Graphic: Nick Chapman retires
The last few days as a flight paramedic for Launceston’s Nick Chapman were not unusual. Three neo-natal transfers from the RFDS Base at Launceston to Melbourne, a St Helens patient with a heart condition and a few intensive care inter-hospital transfers from Launceston General Hospital to Royal Hobart Hospital. Fellow ambos and ground crew organised a farewell barbecue – and sent him a photo while he flew to Flinders Island for another job.
Graphic: St Helens
On his last day on July 1, 2022, he clocked up another 1000km or so of air travel and ended a career with Ambulance Tasmania that has spanned 38 years, included working all over the northern region on the road and 10 years as a flight paramedic.
Reflecting on decades of constant training, shift work, stress and “more than a few hair-raising flights and landings” Nick maintained his ever-present smile that no doubt has served him well covering the emotions within.
“When I started in 1983 we were all trained in-house whereas now it’s all through Monash University,” he began.
“The shift work is 12-hour stints, four days on, four days off, with many extra hours as required.
“You couldn’t ask for a more interesting or rewarding job – and since joining the aeromedical service, which is a partnership between the RFDS Tasmanian and South Eastern Sections and Ambulance Tasmania, I’ve learned a lot about aviation, working with pilots and other medical staff and managed the transfer of patients by air from those who are not so sick to the acutely ill.”
The pilots make you feel safe. Even in really bad weather conditions. And somehow you just develop a way to move around in the cabin that worksNick Chapman
Graphic: pilot in plane
Luckily for Nick his inherent motion sickness on boats has never once transferred to flying.
Initially his involvement with the air ambulance involved training and education of flight paramedics, back when it was Airlines of Tasmania that provided the aircraft and pilots and paramedics were working on board the unpressurised Chieftains and later the more specialised Mojaves.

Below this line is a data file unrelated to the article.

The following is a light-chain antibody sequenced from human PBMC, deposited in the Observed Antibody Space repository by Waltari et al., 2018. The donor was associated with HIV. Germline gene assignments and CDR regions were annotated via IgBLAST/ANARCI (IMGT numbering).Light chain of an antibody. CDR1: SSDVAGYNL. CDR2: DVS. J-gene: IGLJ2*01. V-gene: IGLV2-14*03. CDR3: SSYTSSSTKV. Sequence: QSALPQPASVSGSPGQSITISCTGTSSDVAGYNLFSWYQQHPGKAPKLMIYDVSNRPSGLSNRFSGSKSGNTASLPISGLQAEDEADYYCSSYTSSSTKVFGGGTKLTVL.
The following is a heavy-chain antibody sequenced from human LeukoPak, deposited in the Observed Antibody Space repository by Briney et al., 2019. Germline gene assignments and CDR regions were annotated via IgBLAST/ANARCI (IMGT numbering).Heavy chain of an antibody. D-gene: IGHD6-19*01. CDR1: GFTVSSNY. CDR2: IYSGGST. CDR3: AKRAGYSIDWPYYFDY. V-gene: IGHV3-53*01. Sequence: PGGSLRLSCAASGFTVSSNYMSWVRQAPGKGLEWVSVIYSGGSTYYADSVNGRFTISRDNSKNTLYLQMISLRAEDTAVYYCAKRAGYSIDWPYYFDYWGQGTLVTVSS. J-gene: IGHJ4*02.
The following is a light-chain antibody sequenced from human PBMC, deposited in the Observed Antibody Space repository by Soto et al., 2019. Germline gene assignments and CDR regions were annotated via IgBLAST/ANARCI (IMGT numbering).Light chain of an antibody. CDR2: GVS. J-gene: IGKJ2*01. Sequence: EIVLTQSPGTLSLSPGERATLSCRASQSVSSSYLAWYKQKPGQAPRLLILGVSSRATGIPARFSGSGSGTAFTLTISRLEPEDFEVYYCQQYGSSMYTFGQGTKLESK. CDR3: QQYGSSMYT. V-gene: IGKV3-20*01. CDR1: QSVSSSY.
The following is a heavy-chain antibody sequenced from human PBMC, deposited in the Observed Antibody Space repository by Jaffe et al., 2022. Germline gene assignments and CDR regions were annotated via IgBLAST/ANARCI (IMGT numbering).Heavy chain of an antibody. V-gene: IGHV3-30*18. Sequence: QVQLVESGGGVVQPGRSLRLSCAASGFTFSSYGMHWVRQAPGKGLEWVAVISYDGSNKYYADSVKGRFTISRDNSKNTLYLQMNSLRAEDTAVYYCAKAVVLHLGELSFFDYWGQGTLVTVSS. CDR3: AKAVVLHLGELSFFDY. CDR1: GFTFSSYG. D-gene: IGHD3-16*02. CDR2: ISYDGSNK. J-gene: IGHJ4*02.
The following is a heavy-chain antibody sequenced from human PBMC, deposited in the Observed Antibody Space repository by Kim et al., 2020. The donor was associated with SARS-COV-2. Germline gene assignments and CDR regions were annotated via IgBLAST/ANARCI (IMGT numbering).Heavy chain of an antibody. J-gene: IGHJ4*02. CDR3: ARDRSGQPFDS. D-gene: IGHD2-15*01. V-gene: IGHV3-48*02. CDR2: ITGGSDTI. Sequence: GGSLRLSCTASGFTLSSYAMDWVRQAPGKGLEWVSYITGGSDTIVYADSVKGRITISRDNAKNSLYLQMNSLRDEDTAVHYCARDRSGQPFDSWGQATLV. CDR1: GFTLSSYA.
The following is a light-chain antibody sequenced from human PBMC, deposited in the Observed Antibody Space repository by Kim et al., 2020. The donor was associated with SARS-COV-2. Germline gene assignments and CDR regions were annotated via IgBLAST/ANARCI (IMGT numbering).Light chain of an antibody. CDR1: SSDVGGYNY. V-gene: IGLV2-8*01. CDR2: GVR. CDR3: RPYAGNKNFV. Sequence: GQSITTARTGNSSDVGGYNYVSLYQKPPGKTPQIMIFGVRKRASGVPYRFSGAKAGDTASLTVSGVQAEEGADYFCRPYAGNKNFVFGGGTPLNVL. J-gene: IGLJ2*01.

Eventually he decided to practise what he preached – completed the graduate certificate in aeromedical retrieval, and his new office became a Beechcraft King Air 200 where you never get to stand up straight and every medical procedure is managed in a confined and sometimes unstable space.
“The pilots make you feel safe. Even in really bad weather conditions. And somehow you just develop a way to move around in the cabin that works,” he said.
“Okay there are definitely more scenic flights, and more scary flights, and there was once a shock when the pilot forgot to put the landing gear down, but it’s usually just me and the RFDS pilot in an open cockpit, the occasional word through the headphones, and the amazing mountains, frozen lakes and spectacular coastlines of Tasmania sliding by out the window.”
And while, like most paramedics, he keeps the stories of medical emergencies, the triumphs and the traumatic, under wraps, he happily recounts delivering a baby 12,500 feet above Wynyard as they tried to get a mum, who happened to be the wife of one of his former school friends, from King Island to Launceston for the birth.
“Thankfully it was an uncomplicated birth!” he said.
“And it was the only time I filled out the POB chart (persons on board) showing it went from three to four in the same flight.”
While Nick rarely gets to know the outcomes for a patient after they arrive at hospital, he said he has been stopped in the supermarket by someone who remembers his face – in one case many years later.
“That’s when you realise you’re a part of a significant time in someone’s life that they’ll likely never forget.”
He’s landed on airstrips most will never see – Cape Barren Island, King and Flinders Islands, Queenstown, Strahan, Wynyard, Devonport, St Helens.
He speaks two languages other than English – paramedic and pilot.
And he’s watched the technology improve dramatically around paramedicine, allowing cardiac and blood pressure monitoring and other procedures in a plane to rivals that found in a hospital.
Now it’s time, just shy of his 65th birthday, for Nick to stay grounded, enjoy his family, kids and grandkids, and put more hours into his fishing and photography – a skill he taught himself through an online course on the “dead leg” flights.
“I’ll miss the comradery of my fellow paramedics, the doctors, pilots, engineers and RFDS staff."